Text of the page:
Air transportation safety investigation A14A0067
This investigation was completed 12 February 2016.
Collision with terrain
Manan Air Services (dba Atlantic Charters)
Piper PA-31 Navajo, C-GKWE
Grand Manan, New Brunswick
View final report
The Atlantic Charters Piper PA-31 (registration C GKWE, serial number 31-7812037) aircraft had carried out a MEDEVAC flight from Grand Manan, New Brunswick, to Saint John, New Brunswick. At 0436 Atlantic Daylight Time, the aircraft departed Saint John for the return flight to Grand Manan with 2 pilots and 2 passengers. Following an attempt to land on Runway 24 at Grand Manan Airport, the captain carried out a go-around. During the second approach, with the landing gear extended, the aircraft contacted a road perpendicular to the runway, approximately 1500 feet before the threshold. The aircraft continued straight through 100 feet of brush before briefly becoming airborne. At about 0512, the aircraft struck the ground left of the runway centreline, approximately 1000 feet before the threshold. The captain and 1 passenger sustained fatal injuries. The other pilot and the second passenger sustained serious injuries. The aircraft was destroyed; an emergency locator transmitter signal was received. The accident occurred during the hours of darkness.
Lack of visual references contributed to fatal August 2014 aircraft collision with terrain in Grand Manan, New Brunswick
Read the news release
Transportation Safety Board of Canada deploys team to fatal air accident on Grand Manan Island, New Brunswick
Dartmouth, Nova Scotia, 16 August 2014 - The Transportation Safety Board of Canada (TSB) is deploying a team of investigators to Grand Manan Island, New Brunswick, where a Piper PA31 was involved in a fatal accident. The TSB will gather information and assess the occurrence.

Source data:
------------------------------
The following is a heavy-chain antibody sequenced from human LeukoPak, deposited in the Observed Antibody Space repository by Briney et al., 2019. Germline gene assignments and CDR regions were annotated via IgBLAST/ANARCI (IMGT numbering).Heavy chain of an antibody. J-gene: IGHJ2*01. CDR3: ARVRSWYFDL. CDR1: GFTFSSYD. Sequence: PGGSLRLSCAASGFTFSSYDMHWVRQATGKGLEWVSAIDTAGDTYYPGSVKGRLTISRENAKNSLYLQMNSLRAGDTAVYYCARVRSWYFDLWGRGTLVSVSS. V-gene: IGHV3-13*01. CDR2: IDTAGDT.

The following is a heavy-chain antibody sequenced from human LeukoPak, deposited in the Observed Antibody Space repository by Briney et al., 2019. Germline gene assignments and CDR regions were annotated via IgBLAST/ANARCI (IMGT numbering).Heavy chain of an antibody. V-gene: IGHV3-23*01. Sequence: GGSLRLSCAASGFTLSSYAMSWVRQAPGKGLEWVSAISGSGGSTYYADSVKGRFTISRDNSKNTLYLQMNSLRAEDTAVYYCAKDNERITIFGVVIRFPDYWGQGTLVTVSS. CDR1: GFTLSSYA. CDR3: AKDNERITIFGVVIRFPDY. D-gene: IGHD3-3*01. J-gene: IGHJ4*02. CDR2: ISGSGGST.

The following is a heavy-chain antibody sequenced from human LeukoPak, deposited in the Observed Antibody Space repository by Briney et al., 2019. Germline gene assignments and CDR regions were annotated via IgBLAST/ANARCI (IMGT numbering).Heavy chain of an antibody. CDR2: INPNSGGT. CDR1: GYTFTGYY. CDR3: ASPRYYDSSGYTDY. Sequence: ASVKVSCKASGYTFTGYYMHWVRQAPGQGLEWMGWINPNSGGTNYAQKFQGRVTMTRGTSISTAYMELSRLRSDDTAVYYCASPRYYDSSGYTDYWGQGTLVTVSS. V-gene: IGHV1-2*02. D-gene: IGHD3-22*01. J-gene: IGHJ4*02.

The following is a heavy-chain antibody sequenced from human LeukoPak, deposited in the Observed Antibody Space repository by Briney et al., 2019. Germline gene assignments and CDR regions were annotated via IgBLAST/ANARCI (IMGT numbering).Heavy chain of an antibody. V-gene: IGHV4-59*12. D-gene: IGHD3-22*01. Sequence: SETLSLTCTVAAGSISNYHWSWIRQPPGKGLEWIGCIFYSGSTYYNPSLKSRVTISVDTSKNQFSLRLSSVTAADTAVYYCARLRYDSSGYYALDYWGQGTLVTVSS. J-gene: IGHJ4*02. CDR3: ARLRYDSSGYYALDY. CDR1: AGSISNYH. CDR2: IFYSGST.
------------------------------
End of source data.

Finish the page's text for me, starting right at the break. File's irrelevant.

Map showing the location of the occurrence
Doug McEwen joined the Transportation Safety Board of Canada (TSB) in April 1998 as a regional investigator - Technical in the TSB's Pacific regional office in Richmond, British Columbia.
Prior to joining the TSB, he worked as an aircraft maintenance engineer. During that time, he was involved in the maintenance and modification of a variety of aircraft, primarily in the aerial application business.
Since joining the TSB, Mr. McEwen has participated in a number of major investigations, including Swissair 111, MK Airlines, Air France and Cougar 491.
In 2001, he transferred to the TSB's Engineering Branch in Ottawa where he was involved in various air, marine, pipeline, and rail regional investigations.
Since 2008, Mr. McEwen has been a senior regional investigator - Technical at the Atlantic regional office in Dartmouth, Nova Scotia.
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Class of investigation
This is a class 3 investigation. These investigations analyze a small number of safety issues, and may result in recommendations. Class 3 investigations are generally completed within 450 days. For more information, see the Policy on Occurrence Classification.
TSB investigation process
There are 3 phases to a TSB investigation
- Field phase: a team of investigators examines the occurrence site and wreckage, interviews witnesses and collects pertinent information.
- Examination and analysis phase: the TSB reviews pertinent records, tests components of the wreckage in the lab, determines the sequence of events and identifies safety deficiencies. When safety deficiencies are suspected or confirmed, the TSB advises the appropriate authority without waiting until publication of the final report.
- Report phase: a confidential draft report is approved by the Board and sent to persons and corporations who are directly concerned by the report. They then have the opportunity to dispute or correct information they believe to be incorrect. The Board considers all representations before approving the final report, which is subsequently released to the public.
For more information, see our Investigation process page.
The TSB is an independent agency that investigates air, marine, pipeline, and rail transportation occurrences. Its sole aim is the advancement of transportation safety. It is not the function of the Board to assign fault or determine civil or criminal liability.